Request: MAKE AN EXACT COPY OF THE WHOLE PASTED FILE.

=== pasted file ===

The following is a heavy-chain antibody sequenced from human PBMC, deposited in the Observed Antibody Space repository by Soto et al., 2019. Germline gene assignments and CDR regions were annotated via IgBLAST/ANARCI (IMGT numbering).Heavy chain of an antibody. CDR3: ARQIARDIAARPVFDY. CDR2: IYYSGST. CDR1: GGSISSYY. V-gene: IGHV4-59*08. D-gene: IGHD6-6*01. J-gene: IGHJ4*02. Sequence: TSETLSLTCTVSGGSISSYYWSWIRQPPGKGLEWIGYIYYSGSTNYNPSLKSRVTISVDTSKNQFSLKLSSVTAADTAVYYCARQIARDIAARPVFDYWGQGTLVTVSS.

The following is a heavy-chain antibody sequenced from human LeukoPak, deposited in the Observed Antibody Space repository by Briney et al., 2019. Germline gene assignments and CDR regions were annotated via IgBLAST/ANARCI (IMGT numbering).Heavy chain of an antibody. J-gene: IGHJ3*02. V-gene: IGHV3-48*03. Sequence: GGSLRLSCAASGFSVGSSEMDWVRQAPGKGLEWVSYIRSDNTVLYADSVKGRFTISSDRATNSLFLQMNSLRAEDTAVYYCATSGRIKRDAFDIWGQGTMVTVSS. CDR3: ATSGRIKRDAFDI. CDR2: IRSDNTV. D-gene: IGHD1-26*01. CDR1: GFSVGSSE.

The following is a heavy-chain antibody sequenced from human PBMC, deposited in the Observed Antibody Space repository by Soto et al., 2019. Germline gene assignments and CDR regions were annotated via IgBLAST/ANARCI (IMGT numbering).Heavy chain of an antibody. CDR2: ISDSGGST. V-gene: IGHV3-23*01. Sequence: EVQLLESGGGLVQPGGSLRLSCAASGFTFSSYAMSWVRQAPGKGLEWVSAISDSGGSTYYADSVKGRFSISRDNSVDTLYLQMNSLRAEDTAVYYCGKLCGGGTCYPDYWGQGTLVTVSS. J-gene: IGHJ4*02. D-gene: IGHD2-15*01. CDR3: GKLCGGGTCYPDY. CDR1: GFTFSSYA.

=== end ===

The following is a heavy-chain antibody sequenced from human PBMC, deposited in the Observed Antibody Space repository by Soto et al., 2019. Germline gene assignments and CDR regions were annotated via IgBLAST/ANARCI (IMGT numbering).Heavy chain of an antibody. CDR3: ARQIARDIAARPVFDY. CDR2: IYYSGST. CDR1: GGSISSYY. V-gene: IGHV4-59*08. D-gene: IGHD6-6*01. J-gene: IGHJ4*02. Sequence: TSETLSLTCTVSGGSISSYYWSWIRQPPGKGLEWIGYIYYSGSTNYNPSLKSRVTISVDTSKNQFSLKLSSVTAADTAVYYCARQIARDIAARPVFDYWGQGTLVTVSS.

The following is a heavy-chain antibody sequenced from human LeukoPak, deposited in the Observed Antibody Space repository by Briney et al., 2019. Germline gene assignments and CDR regions were annotated via IgBLAST/ANARCI (IMGT numbering).Heavy chain of an antibody. J-gene: IGHJ3*02. V-gene: IGHV3-48*03. Sequence: GGSLRLSCAASGFSVGSSEMDWVRQAPGKGLEWVSYIRSDNTVLYADSVKGRFTISSDRATNSLFLQMNSLRAEDTAVYYCATSGRIKRDAFDIWGQGTMVTVSS. CDR3: ATSGRIKRDAFDI. CDR2: IRSDNTV. D-gene: IGHD1-26*01. CDR1: GFSVGSSE.

The following is a heavy-chain antibody sequenced from human PBMC, deposited in the Observed Antibody Space repository by Soto et al., 2019. Germline gene assignments and CDR regions were annotated via IgBLAST/ANARCI (IMGT numbering).Heavy chain of an antibody. CDR2: ISDSGGST. V-gene: IGHV3-23*01. Sequence: EVQLLESGGGLVQPGGSLRLSCAASGFTFSSYAMSWVRQAPGKGLEWVSAISDSGGSTYYADSVKGRFSISRDNSVDTLYLQMNSLRAEDTAVYYCGKLCGGGTCYPDYWGQGTLVTVSS. J-gene: IGHJ4*02. D-gene: IGHD2-15*01. CDR3: GKLCGGGTCYPDY. CDR1: GFTFSSYA.